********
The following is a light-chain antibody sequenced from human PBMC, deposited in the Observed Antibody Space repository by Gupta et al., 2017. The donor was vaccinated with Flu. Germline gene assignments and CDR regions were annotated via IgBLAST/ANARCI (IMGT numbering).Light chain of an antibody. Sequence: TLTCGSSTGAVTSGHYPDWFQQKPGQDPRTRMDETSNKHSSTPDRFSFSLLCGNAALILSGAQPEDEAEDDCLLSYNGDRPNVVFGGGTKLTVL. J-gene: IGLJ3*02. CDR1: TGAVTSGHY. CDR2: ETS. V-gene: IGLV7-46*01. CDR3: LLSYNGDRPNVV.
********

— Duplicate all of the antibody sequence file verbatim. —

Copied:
The following is a light-chain antibody sequenced from human PBMC, deposited in the Observed Antibody Space repository by Gupta et al., 2017. The donor was vaccinated with Flu. Germline gene assignments and CDR regions were annotated via IgBLAST/ANARCI (IMGT numbering).Light chain of an antibody. Sequence: TLTCGSSTGAVTSGHYPDWFQQKPGQDPRTRMDETSNKHSSTPDRFSFSLLCGNAALILSGAQPEDEAEDDCLLSYNGDRPNVVFGGGTKLTVL. J-gene: IGLJ3*02. CDR1: TGAVTSGHY. CDR2: ETS. V-gene: IGLV7-46*01. CDR3: LLSYNGDRPNVV.